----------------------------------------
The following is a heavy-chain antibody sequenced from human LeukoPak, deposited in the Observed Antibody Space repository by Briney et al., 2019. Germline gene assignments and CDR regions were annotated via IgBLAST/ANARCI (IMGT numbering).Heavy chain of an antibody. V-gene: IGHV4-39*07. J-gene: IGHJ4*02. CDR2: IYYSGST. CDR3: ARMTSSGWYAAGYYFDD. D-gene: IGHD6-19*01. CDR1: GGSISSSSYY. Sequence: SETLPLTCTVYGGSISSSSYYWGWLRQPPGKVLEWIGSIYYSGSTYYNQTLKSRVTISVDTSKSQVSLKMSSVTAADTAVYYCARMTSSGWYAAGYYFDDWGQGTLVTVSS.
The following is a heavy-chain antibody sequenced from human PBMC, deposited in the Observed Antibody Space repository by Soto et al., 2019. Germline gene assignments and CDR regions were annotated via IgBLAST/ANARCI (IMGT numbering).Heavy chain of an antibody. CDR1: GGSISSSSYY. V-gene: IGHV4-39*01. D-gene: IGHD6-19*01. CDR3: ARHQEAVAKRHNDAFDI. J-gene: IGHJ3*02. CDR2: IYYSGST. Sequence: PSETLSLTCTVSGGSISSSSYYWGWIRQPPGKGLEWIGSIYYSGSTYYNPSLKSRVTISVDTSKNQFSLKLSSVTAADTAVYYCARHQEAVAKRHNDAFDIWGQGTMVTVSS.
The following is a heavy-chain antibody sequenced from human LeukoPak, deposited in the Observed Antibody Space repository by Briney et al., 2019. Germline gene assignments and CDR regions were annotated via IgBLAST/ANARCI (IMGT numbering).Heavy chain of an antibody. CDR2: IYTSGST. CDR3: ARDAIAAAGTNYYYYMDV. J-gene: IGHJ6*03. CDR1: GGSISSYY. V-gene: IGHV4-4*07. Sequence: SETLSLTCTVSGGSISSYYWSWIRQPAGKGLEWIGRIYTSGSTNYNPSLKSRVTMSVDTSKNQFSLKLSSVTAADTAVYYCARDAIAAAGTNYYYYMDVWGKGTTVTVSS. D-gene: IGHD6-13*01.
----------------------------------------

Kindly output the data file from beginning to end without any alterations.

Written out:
The following is a heavy-chain antibody sequenced from human LeukoPak, deposited in the Observed Antibody Space repository by Briney et al., 2019. Germline gene assignments and CDR regions were annotated via IgBLAST/ANARCI (IMGT numbering).Heavy chain of an antibody. V-gene: IGHV4-39*07. J-gene: IGHJ4*02. CDR2: IYYSGST. CDR3: ARMTSSGWYAAGYYFDD. D-gene: IGHD6-19*01. CDR1: GGSISSSSYY. Sequence: SETLPLTCTVYGGSISSSSYYWGWLRQPPGKVLEWIGSIYYSGSTYYNQTLKSRVTISVDTSKSQVSLKMSSVTAADTAVYYCARMTSSGWYAAGYYFDDWGQGTLVTVSS.
The following is a heavy-chain antibody sequenced from human PBMC, deposited in the Observed Antibody Space repository by Soto et al., 2019. Germline gene assignments and CDR regions were annotated via IgBLAST/ANARCI (IMGT numbering).Heavy chain of an antibody. CDR1: GGSISSSSYY. V-gene: IGHV4-39*01. D-gene: IGHD6-19*01. CDR3: ARHQEAVAKRHNDAFDI. J-gene: IGHJ3*02. CDR2: IYYSGST. Sequence: PSETLSLTCTVSGGSISSSSYYWGWIRQPPGKGLEWIGSIYYSGSTYYNPSLKSRVTISVDTSKNQFSLKLSSVTAADTAVYYCARHQEAVAKRHNDAFDIWGQGTMVTVSS.
The following is a heavy-chain antibody sequenced from human LeukoPak, deposited in the Observed Antibody Space repository by Briney et al., 2019. Germline gene assignments and CDR regions were annotated via IgBLAST/ANARCI (IMGT numbering).Heavy chain of an antibody. CDR2: IYTSGST. CDR3: ARDAIAAAGTNYYYYMDV. J-gene: IGHJ6*03. CDR1: GGSISSYY. V-gene: IGHV4-4*07. Sequence: SETLSLTCTVSGGSISSYYWSWIRQPAGKGLEWIGRIYTSGSTNYNPSLKSRVTMSVDTSKNQFSLKLSSVTAADTAVYYCARDAIAAAGTNYYYYMDVWGKGTTVTVSS. D-gene: IGHD6-13*01.